Why I Declared a Crime Emergency
For the fourth time in my eight years as chief, I have declared a "crime emergency" in the District. This declaration was not in response to any one crime or crime pattern. Rather, it was a recognition that there has been a sharp increase in crime citywide in recent weeks and that the D.C. police department -- and our partners in community policing -- need to do something about it, and do it fast.
Fourteen homicides in the first 12 days of July. A 16 percent increase in robberies and a 14 percent rise in serious assaults over the past 30 days. Continued involvement of juveniles in crime, as both offenders and victims. While the statistics are not unprecedented in the District -- in fact, crime levels in general are the lowest they've been in decades -- they are troubling.
Technically, the crime emergency allows me to temporarily suspend scheduling provisions in our labor agreements. This gives our commanders flexibility to adjust schedules, ensuring that we have officers when and where they are needed in response to neighborhood crime patterns.
But beyond the details of scheduling, the crime emergency has to mean something far more profound and more lasting. It has to mean that each and every one of us -- police, government agencies, elected representatives, community leaders and residents -- is willing to rededicate ourselves to the safety of our neighborhoods. The Post said it in a July 13 editorial: The police "cannot do the job alone."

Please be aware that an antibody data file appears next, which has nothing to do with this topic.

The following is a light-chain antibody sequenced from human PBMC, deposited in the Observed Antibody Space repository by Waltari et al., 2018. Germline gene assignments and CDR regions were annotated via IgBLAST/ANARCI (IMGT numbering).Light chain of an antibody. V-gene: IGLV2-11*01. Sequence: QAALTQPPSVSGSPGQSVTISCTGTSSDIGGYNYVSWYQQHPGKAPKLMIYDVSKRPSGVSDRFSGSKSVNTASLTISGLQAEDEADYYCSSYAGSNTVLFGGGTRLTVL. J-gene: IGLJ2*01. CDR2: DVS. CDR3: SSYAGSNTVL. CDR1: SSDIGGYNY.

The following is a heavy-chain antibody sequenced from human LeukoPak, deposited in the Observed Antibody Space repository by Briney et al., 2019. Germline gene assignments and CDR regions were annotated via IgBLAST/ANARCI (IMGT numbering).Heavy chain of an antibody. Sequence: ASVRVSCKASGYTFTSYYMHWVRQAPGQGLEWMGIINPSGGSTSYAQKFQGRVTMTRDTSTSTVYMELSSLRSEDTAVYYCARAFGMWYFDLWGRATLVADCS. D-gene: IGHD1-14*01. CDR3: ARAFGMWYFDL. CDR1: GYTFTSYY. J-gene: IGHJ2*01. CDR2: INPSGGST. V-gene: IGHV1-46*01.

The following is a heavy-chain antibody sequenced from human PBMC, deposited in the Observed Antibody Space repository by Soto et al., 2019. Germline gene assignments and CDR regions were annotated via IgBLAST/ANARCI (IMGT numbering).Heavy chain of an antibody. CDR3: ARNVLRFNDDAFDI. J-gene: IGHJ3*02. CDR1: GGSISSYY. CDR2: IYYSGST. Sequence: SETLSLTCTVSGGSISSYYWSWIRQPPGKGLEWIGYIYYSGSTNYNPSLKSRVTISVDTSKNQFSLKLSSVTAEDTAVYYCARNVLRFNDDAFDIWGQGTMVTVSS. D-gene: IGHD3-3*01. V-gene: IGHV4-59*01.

It will take a collective effort -- a collective sense of urgency and a collective will to get things done -- if we are to turn this situation around. It will take people doing things, large and small, to enhance the safety of our neighborhoods. Everything from reporting suspicious activity and getting involved in Neighborhood Watch and citizen patrols, to passing tougher laws and expanding meaningful opportunities for youth.
Declaring a crime emergency is only a short-term response. To have a real and lasting impact on crime, we need to come together as a city and tackle the tough issues at hand: education, families, poverty and the absolutely intolerable levels of crime in our African American communities. We need to stop talking, and start doing.
One thing is certain: If combating crime remains only a short-term government emergency, and not a long-term, community-wide commitment, then we will be right back confronting these very same issues for years to come.
-- Charles H. Ramsey
is chief of police of the District.